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dc.contributor.authorMcDonnell, R
dc.contributor.authorJohnson, Z
dc.contributor.authorDoyle, A
dc.contributor.authorSayers, G
dc.date.accessioned2014-07-31T08:33:43Z
dc.date.available2014-07-31T08:33:43Z
dc.date.issued1999-04
dc.identifier.citationMcDonnell R et al. Folic acid knowledge and use among expectant mothers in 1997: a comparison with 1996. Ir Med J. 1999, 92 (3):296-9en_GB
dc.identifier.issn0332-3102
dc.identifier.pmid10394755
dc.identifier.urihttp://hdl.handle.net/10147/324034
dc.descriptionThis study examined changes in folic acid knowledge and use among antenatal women in Dublin maternity hospitals between 1996 and 1997, following a campaign to improve the very low uptake of peri-conceptional folic acid. The results showed significant improvements between the two years. Almost 76% of respondents had heard of folic acid in 1997 compared with 54% in 1996 (p < 0.01), with a shift in the proportion of people hearing of folic acid from hospital doctors to general practitioners (GP). Almost 43% of respondents in 1997 knew that folic acid can prevent spina bifida compared with 21% in 1996 (p < 0.01). A higher proportion was taking folic acid prior to conception in 1997 (16% vs 6%, p < 0.01). We conclude that the improvements may have been in part due to the promotional campaign among health professionals, women's groups and the media. However, less than a fifth of women were taking folic acid peri-conceptionally in 1997 and there is still scope for much improvement.en_GB
dc.description.abstractThis study examined changes in folic acid knowledge and use among antenatal women in Dublin maternity hospitals between 1996 and 1997, following a campaign to improve the very low uptake of peri-conceptional folic acid. The results showed significant improvements between the two years. Almost 76% of respondents had heard of folic acid in 1997 compared with 54% in 1996 (p < 0.01), with a shift in the proportion of people hearing of folic acid from hospital doctors to general practitioners (GP). Almost 43% of respondents in 1997 knew that folic acid can prevent spina bifida compared with 21% in 1996 (p < 0.01). A higher proportion was taking folic acid prior to conception in 1997 (16% vs 6%, p < 0.01). We conclude that the improvements may have been in part due to the promotional campaign among health professionals, women's groups and the media. However, less than a fifth of women were taking folic acid peri-conceptionally in 1997 and there is still scope for much improvement.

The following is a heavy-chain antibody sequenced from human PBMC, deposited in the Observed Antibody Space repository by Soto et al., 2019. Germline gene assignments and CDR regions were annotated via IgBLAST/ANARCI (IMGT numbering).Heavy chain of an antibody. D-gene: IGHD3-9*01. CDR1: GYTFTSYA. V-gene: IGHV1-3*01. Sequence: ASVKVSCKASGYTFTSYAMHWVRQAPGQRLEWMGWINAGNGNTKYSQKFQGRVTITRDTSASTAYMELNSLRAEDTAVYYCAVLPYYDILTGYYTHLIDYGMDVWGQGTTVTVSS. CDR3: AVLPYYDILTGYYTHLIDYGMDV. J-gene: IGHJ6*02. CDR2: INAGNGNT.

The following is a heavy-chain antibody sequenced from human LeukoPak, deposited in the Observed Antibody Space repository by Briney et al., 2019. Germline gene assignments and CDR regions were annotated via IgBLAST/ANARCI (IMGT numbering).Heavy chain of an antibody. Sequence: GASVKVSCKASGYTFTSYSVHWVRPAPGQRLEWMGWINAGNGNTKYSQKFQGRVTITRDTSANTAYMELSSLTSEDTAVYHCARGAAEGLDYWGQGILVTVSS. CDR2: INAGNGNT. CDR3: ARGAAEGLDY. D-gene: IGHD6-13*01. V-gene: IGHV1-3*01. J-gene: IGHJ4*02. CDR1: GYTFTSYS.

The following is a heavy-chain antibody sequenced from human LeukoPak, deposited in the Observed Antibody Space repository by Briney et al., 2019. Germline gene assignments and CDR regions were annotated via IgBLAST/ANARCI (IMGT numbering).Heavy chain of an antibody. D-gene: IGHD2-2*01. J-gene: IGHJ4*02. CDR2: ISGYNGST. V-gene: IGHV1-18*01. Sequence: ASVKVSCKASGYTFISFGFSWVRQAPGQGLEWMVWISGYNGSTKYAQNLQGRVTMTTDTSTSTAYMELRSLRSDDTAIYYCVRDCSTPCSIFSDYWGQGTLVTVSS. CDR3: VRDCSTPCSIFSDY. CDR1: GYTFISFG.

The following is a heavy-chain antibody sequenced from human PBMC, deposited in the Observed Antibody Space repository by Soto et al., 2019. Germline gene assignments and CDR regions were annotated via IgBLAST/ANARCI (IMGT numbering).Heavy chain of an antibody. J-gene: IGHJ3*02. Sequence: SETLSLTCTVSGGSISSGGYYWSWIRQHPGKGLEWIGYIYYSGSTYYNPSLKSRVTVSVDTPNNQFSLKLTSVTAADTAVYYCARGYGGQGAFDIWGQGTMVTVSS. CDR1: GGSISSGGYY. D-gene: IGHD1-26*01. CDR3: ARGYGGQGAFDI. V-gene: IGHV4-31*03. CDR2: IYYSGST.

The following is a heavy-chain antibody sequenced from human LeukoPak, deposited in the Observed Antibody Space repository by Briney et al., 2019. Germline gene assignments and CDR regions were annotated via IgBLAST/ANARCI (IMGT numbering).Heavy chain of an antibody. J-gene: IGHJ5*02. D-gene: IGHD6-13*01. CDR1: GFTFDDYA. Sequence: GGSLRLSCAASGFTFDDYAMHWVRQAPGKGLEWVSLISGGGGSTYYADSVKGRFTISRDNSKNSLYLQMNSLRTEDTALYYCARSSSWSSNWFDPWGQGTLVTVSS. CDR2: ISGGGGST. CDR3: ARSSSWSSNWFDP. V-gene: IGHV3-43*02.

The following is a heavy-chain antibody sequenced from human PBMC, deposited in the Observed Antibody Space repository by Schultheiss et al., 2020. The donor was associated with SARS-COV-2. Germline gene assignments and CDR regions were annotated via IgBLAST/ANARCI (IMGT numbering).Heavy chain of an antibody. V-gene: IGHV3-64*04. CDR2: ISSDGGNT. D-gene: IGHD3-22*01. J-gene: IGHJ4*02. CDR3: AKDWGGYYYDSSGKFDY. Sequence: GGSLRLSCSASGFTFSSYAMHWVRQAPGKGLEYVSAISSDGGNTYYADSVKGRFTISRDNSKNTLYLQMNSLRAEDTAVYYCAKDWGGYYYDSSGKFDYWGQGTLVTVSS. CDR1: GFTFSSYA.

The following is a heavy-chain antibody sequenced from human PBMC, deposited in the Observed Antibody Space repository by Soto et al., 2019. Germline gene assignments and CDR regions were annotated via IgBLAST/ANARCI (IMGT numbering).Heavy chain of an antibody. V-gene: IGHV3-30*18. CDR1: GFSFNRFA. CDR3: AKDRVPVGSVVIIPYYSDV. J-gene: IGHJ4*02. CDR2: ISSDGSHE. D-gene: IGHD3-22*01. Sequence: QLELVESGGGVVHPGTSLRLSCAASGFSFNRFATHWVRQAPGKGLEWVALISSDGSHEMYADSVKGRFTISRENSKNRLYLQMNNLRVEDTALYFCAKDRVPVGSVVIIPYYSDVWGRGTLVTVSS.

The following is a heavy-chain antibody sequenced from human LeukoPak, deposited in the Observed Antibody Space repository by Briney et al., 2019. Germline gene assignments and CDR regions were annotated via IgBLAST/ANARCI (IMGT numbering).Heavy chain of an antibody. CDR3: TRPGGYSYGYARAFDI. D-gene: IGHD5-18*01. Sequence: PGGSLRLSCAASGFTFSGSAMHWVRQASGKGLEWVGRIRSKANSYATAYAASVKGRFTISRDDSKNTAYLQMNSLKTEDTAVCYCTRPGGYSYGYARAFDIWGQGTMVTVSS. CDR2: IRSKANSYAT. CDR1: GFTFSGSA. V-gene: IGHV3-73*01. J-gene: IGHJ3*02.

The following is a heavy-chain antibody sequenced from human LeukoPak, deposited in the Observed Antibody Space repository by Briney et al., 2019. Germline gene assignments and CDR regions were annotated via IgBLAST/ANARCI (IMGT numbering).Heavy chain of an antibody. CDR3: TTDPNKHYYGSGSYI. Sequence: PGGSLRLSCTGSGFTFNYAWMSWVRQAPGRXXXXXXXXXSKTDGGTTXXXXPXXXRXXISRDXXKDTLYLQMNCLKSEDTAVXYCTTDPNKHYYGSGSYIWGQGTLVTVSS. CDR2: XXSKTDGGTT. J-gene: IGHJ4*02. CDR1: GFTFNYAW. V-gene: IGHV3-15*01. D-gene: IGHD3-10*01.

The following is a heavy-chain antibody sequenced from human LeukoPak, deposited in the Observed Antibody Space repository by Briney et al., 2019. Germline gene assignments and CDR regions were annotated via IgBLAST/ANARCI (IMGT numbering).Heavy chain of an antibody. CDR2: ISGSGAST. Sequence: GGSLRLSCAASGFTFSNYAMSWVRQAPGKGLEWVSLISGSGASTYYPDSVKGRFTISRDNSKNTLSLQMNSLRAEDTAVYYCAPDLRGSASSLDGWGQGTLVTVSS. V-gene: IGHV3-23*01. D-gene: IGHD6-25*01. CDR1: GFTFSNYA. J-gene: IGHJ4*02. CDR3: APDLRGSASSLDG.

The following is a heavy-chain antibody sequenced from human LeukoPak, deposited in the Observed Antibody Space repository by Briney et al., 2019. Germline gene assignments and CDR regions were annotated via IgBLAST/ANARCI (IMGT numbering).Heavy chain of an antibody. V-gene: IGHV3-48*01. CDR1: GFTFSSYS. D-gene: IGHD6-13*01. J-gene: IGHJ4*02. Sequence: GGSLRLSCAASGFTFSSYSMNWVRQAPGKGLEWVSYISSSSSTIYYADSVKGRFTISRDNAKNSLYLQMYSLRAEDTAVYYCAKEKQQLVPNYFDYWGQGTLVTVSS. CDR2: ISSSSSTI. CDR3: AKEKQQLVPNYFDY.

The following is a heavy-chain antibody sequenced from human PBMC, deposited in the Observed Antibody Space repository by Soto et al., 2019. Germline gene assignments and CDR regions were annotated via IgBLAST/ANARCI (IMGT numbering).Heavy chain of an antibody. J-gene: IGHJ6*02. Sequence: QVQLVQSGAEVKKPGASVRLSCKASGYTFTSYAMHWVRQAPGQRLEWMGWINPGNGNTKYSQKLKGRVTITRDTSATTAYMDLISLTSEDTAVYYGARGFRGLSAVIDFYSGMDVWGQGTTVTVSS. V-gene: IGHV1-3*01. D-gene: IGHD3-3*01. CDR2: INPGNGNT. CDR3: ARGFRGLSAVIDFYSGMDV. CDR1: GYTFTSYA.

dc.language.isoenen
dc.relation.urlhttp://www.ncbi.nlm.nih.gov/pubmed/10394755en_GB
dc.rightsArchived with thanks to Irish medical journalen_GB
dc.subjectFOLIC ACIDen_GB
dc.subjectPREGNANCYen_GB
dc.subject.meshAdult
dc.subject.meshDemography
dc.subject.meshFemale
dc.subject.meshFolic Acid
dc.subject.meshHumans
dc.subject.meshIreland
dc.subject.meshMarital Status
dc.subject.meshObstetrics and Gynecology Department, Hospital
dc.subject.meshParity
dc.subject.meshPregnancy
dc.subject.meshPregnancy Complications
dc.subject.meshPrenatal Care
dc.titleFolic acid knowledge and use among expectant mothers in 1997: a comparison with 1996.en_GB
dc.typeArticleen
dc.contributor.departmentHealth Information Unit Eastern Health Board, Dr. Steeven's Hospital, Dublin. bmcdonnell@ehbhiu.iol.ieen_GB
dc.identifier.journalIrish medical journalen_GB
html.description.abstractThis study examined changes in folic acid knowledge and use among antenatal women in Dublin maternity hospitals between 1996 and 1997, following a campaign to improve the very low uptake of peri-conceptional folic acid. The results showed significant improvements between the two years. Almost 76% of respondents had heard of folic acid in 1997 compared with 54% in 1996 (p < 0.01), with a shift in the proportion of people hearing of folic acid from hospital doctors to general practitioners (GP). Almost 43% of respondents in 1997 knew that folic acid can prevent spina bifida compared with 21% in 1996 (p < 0.01). A higher proportion was taking folic acid prior to conception in 1997 (16% vs 6%, p < 0.01). We conclude that the improvements may have been in part due to the promotional campaign among health professionals, women's groups and the media. However, less than a fifth of women were taking folic acid peri-conceptionally in 1997 and there is still scope for much improvement.


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